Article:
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Cloud federal online poker legislation issued by the State

Written By: Kate | October 31, 2012 | Posted In Poker News

The National Governors Association (NGA) has published a letter to leaders in the United States Senate and House of Representatives in opposed to the offered legislation that could see some kinds of online poker and off-track horserace wagering legalised.

In its correspondence delivered to Senate majority leader Harry Reid and Republican counterpart Mitch McConnell along with House of Representatives leaders John Boehner and Nancy Pelosi, the NGA said that it is against the draft Internet Gambling Prohibition, Poker Consumer Protection and Strengthening UIGEA Act of 2012 bill because of states rights issues.

The letter authored by Governors Steven Beshear from Kentucky and Tom Corbett of Pennsylvania read “On behalf of the nation’s governors, we urge you again to involve the states collectively in the development of possible legislation to regulate Internet gaming,”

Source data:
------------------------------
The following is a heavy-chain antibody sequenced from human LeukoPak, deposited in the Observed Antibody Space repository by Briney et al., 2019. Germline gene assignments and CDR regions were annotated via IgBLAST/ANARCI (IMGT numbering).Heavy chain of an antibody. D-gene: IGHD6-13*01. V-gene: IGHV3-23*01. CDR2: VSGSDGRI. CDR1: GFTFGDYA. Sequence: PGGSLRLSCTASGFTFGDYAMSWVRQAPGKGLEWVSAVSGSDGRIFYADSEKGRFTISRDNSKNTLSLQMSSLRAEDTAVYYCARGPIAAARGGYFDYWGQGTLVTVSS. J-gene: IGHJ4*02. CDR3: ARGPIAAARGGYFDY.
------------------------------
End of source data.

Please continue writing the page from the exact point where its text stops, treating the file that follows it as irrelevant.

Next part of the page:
“[The] NGA has reviewed draft Senate legislation that would prohibit Internet gaming, whether interstate or intrastate, except off-track horse wagers and licensed online poker. As you know, states that authorise gaming in whatever form derive significant revenues critical to help fund programs for education, senior citizens, military veterans, and other important services.

“The draft would pre-empt emerging state regulatory authority recently established by the US Justice Department under a reinterpretation of the federal Wire Act, which could restrict state revenues derived from gaming. We oppose the draft Senate legislation in its current form as an unnecessary pre-emption of state authority.

“We urge Congress to engage with us during the entire legislative process on matters like this that could pre-empt or otherwise alter the authority of states.”

However, Nevada Governor Brian Sandoval has recently disagreed with the NGA’s opinion by announcing his support for the federal legislation. The Republican stated that online gaming is ‘inevitable’ and that the co-sponsored bill represents a ‘sensible federal approach’.

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